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Songwriters and composers are already guaranteed royalties on their recordings for life plus 70 years. To reflect this, EU Directive 2011/77//EU has extended the length of copyright term for sound recordings and performers’ rights in sound recordings from 50 years to 70 years as well as providing other, permanent, benefits to performers, namely a session fund for non-featured performers; a `use-it-or-lose-it` mechanism; and a `clean slate` provision. There is also a change to the expiry date of copyright in the words and music of a work where one is written specifically for the other (such as a song from a musical). The extended term applies to all sound recordings that are protected by copyright on 1 November 2013.
Who’s A Believer and who’s Lost that Lovin’ Feeling?
There was a controversial response to the directive before its adoption: some member states opposed its introduction and there has been a mixed reaction to in within the UK.
The drive for change from lobbyists within the UK, seemed largely to be about continuing to monetise the creativity and musical successes of the 1960s. The legislation, on a European and national level, was supposed to recognise the difficult situation that professional musicians and other artists find themselves in when royalty payments die out in their lifetime. Many performers from the 1960s did not write their own songs and therefore would lose out when relying on only receiving royalties for the shorter 50 year term.
Now qualifying performers will continue to receive royalties for the extended term. However, small time performers will not be the big winners as their recordings are probably not currently achieving significant sales. Most sales are achieved, and this does not just apply to most X Factor contestants, in the first couple of years of the recording’s release, so the amounts we are talking about here are actually quite small. The performer also rarely receives the lion’s share of any royalty because the producer is usually the first owner of the copyright in a sound recording. It is common practice for a performer to assign his performer`s rights to the producer in return for a single payment or for regular payments (such as royalties). A performer who receives regular payment may have been paid a sum in advance by the producer, which is repaid over the period of the contract.
The “use it or lose it” clauses, which will now have to be included in contracts linking performers to their record companies, will allow performers to get their rights back if the record producer does not market the sound recording during the extended period. This gives the performer the option of finding another record producer willing to sell his music or to perhaps self publish and sell via the internet, supposedly an increasingly attractive option for smaller players. But the directive (only) gives ‘mechanisms’ to get back their rights and there’s a real sense that the majority of the now elderly small time performers will not have the appetite to go through the proposed process in order to take control of their works. It also remains to be seen how effective, in practice, the ‘clean slate’ provisions will be and how successful session fund applicants will be (given that their fall-back position is to apply to the county court if the producer does not comply within the stated time limit).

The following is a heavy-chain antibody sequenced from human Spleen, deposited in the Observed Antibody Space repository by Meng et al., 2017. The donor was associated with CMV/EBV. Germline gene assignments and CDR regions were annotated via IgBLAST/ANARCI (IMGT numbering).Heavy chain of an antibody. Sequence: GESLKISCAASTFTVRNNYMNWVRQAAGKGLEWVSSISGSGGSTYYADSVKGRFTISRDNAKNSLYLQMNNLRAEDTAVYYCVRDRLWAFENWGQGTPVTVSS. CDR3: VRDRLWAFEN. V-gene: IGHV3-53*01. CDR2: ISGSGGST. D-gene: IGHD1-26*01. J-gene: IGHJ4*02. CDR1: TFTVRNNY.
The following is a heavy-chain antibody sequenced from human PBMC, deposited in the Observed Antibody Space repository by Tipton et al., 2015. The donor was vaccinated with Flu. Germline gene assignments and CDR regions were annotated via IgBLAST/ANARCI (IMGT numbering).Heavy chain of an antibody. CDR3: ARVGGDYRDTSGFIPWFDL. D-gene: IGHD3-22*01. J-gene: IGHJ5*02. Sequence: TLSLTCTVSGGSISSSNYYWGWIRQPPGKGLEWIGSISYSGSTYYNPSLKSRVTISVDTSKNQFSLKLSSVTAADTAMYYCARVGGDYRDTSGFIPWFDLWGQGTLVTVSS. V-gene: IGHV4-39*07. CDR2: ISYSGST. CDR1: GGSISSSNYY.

The winners in the extension of the term for sound recordings are the big record labels, collecting societies, prominent singers like Cliff Richards and bands like the Rolling Stones (who have much greater bargaining power). These have access to valuable back catalogues that will be able to keep alive revenue streams that would have been on the verge of dying out.
Businesses, broadcasting organisations and consumers will lose out too, particularly those run on a small or local level: many classics were about to enter the public domain but now they will have to be paid for, for another twenty years. Any planned revival of these classics will need to be postponed for a considerable period of time.
What should lawyers do (instead of Sittin' On The Dock Of The Bay)?
Check eligibility of your clients’ sound recordings to see whether the extension applies. Recordings made or released in the early 1960s are unlikely to benefit from the new provisions. The Regulations do not bring back into copyright those sound recordings where copyright has expired: the extension of the term of protection applies only to those sound recordings that were in copyright on 1 November 2013 and to any sound recordings made after that date.
As is usual with such changes there is little detail to hand as to how mechanisms will work or what might become keys areas for litigation. Lawyers should keep a close eye on the Intellectual Property Enterprise Court and the Copyright Tribunal for cases providing further guidance. (Lexis®PSL IP & IT subscribers can see what's coming up in our Horizon scanning feature.) Lawyers should also be alive to other changes afoot relating to orphan works, (extended) collective licensing, digital copyright exchanges and the Copyright Hub as these are likely to impact on this area.
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